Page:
How do strong emotional stress and grief affect our hearts?
Most people have suffered from a broken heart once in their lives after having to endure severe emotional stress. Researchers have now found that broken heart syndrome can actually lead to longer-lasting damage to the heart muscle.
The University of Aberdeen scientists found that so-called Tako-Tsubo syndrome (broken heart syndrome) can cause long-term damage to the heart muscle. The doctors published the results of their study in the journal "Journal of the American Society of Echocardiography".
Heart movements were delayed and reduced
In the UK alone, Tako Tsubo syndrome affects around 3,000 people each year. In the current study, a total of 52 Tako-Tsubo patients were medically monitored over a period of four months, the researchers explain. With the help of ultrasound and MRI scans of the heart, the experts found that the disease permanently affects the movements of the heart. The twisting movement of the heart, which does this during the heartbeat, was delayed and the squeezing movement of the heart was reduced, the authors of the study explain.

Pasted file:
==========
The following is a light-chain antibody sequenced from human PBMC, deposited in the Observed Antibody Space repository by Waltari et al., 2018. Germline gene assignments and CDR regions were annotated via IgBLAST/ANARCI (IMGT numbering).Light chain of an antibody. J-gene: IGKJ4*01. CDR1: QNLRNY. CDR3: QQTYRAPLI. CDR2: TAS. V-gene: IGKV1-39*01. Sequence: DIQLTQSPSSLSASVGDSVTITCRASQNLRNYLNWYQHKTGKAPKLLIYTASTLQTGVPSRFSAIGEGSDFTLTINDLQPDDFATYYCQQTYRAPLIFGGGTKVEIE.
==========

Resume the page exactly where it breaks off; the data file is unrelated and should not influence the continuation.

Long-term survival rates similar to a heart attack
The scientists also found that parts of the heart muscle are replaced by fine scars. This reduces the elasticity of the heart and prevents it from contracting properly, the scientists say. The results of the study could help explain why Takotsubo syndrome leads to long-term survival rates similar to those in people with a heart attack, the scientists say.
Broken-heart syndrome leads to long-lasting damage to the heart
It has previously been assumed that people with Tako-Tsubo syndrome can fully recover without medical intervention. However, the investigation has now shown that this disease has a much longer-lasting adverse effect on the hearts of those affected than suspected, the researchers explain in a press release on the study results.
Disease occurs more often
Recent studies have shown that this disease is not as rare as we previously thought, the authors say. The effects of the so-called broken heart syndrome on the heart of patients are so serious that this topic should be taken seriously.
Recovery can take longer or not happen at all
The study clearly showed that in some patients with Tako Tsubo syndrome, various aspects of heart function are abnormally affected up to a period of four months. It is particularly worrying that the hearts of those affected have some form of scarring. This suggests that complete recovery in such people may take much longer or, at worst, may not occur at all, the authors say. The results emphasize the need to urgently develop new and more effective treatments for this devastating syndrome, the study authors emphasize. (as)